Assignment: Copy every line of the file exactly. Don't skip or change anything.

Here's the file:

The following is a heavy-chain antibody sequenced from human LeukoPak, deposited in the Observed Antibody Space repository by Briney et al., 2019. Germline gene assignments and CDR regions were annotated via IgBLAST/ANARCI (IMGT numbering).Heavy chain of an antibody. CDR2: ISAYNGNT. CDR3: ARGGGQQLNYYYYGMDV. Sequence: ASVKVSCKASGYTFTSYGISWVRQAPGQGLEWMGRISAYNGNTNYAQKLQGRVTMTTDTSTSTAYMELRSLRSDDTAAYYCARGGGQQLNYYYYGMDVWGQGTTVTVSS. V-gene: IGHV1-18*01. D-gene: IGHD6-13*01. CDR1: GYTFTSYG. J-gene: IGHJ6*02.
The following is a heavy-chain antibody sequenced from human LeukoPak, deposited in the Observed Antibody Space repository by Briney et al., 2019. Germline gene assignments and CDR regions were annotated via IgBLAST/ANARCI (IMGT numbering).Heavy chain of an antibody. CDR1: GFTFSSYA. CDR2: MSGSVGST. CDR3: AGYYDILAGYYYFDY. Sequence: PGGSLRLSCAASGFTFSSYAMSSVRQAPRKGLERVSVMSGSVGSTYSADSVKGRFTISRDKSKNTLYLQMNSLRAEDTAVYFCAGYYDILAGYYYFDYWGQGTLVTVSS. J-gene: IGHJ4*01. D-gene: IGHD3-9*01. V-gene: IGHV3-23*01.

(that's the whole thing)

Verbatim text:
The following is a heavy-chain antibody sequenced from human LeukoPak, deposited in the Observed Antibody Space repository by Briney et al., 2019. Germline gene assignments and CDR regions were annotated via IgBLAST/ANARCI (IMGT numbering).Heavy chain of an antibody. CDR2: ISAYNGNT. CDR3: ARGGGQQLNYYYYGMDV. Sequence: ASVKVSCKASGYTFTSYGISWVRQAPGQGLEWMGRISAYNGNTNYAQKLQGRVTMTTDTSTSTAYMELRSLRSDDTAAYYCARGGGQQLNYYYYGMDVWGQGTTVTVSS. V-gene: IGHV1-18*01. D-gene: IGHD6-13*01. CDR1: GYTFTSYG. J-gene: IGHJ6*02.
The following is a heavy-chain antibody sequenced from human LeukoPak, deposited in the Observed Antibody Space repository by Briney et al., 2019. Germline gene assignments and CDR regions were annotated via IgBLAST/ANARCI (IMGT numbering).Heavy chain of an antibody. CDR1: GFTFSSYA. CDR2: MSGSVGST. CDR3: AGYYDILAGYYYFDY. Sequence: PGGSLRLSCAASGFTFSSYAMSSVRQAPRKGLERVSVMSGSVGSTYSADSVKGRFTISRDKSKNTLYLQMNSLRAEDTAVYFCAGYYDILAGYYYFDYWGQGTLVTVSS. J-gene: IGHJ4*01. D-gene: IGHD3-9*01. V-gene: IGHV3-23*01.